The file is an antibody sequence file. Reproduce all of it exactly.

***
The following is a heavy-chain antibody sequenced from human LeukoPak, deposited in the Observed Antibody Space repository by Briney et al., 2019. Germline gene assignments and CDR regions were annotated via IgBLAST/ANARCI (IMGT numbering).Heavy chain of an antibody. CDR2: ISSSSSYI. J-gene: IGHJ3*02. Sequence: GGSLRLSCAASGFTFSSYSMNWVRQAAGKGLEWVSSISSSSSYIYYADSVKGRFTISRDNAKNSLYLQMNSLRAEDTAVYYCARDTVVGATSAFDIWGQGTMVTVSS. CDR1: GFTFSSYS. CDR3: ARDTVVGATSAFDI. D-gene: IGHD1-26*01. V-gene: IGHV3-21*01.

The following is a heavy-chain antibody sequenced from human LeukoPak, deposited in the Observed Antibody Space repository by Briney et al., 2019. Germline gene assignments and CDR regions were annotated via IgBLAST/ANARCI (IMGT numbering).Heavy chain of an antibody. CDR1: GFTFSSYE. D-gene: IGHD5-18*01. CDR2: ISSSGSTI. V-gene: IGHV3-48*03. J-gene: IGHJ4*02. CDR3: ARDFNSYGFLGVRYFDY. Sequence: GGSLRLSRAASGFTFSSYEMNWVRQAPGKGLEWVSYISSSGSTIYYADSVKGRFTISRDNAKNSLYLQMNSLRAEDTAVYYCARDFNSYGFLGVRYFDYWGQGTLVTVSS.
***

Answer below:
The following is a heavy-chain antibody sequenced from human LeukoPak, deposited in the Observed Antibody Space repository by Briney et al., 2019. Germline gene assignments and CDR regions were annotated via IgBLAST/ANARCI (IMGT numbering).Heavy chain of an antibody. CDR2: ISSSSSYI. J-gene: IGHJ3*02. Sequence: GGSLRLSCAASGFTFSSYSMNWVRQAAGKGLEWVSSISSSSSYIYYADSVKGRFTISRDNAKNSLYLQMNSLRAEDTAVYYCARDTVVGATSAFDIWGQGTMVTVSS. CDR1: GFTFSSYS. CDR3: ARDTVVGATSAFDI. D-gene: IGHD1-26*01. V-gene: IGHV3-21*01.

The following is a heavy-chain antibody sequenced from human LeukoPak, deposited in the Observed Antibody Space repository by Briney et al., 2019. Germline gene assignments and CDR regions were annotated via IgBLAST/ANARCI (IMGT numbering).Heavy chain of an antibody. CDR1: GFTFSSYE. D-gene: IGHD5-18*01. CDR2: ISSSGSTI. V-gene: IGHV3-48*03. J-gene: IGHJ4*02. CDR3: ARDFNSYGFLGVRYFDY. Sequence: GGSLRLSRAASGFTFSSYEMNWVRQAPGKGLEWVSYISSSGSTIYYADSVKGRFTISRDNAKNSLYLQMNSLRAEDTAVYYCARDFNSYGFLGVRYFDYWGQGTLVTVSS.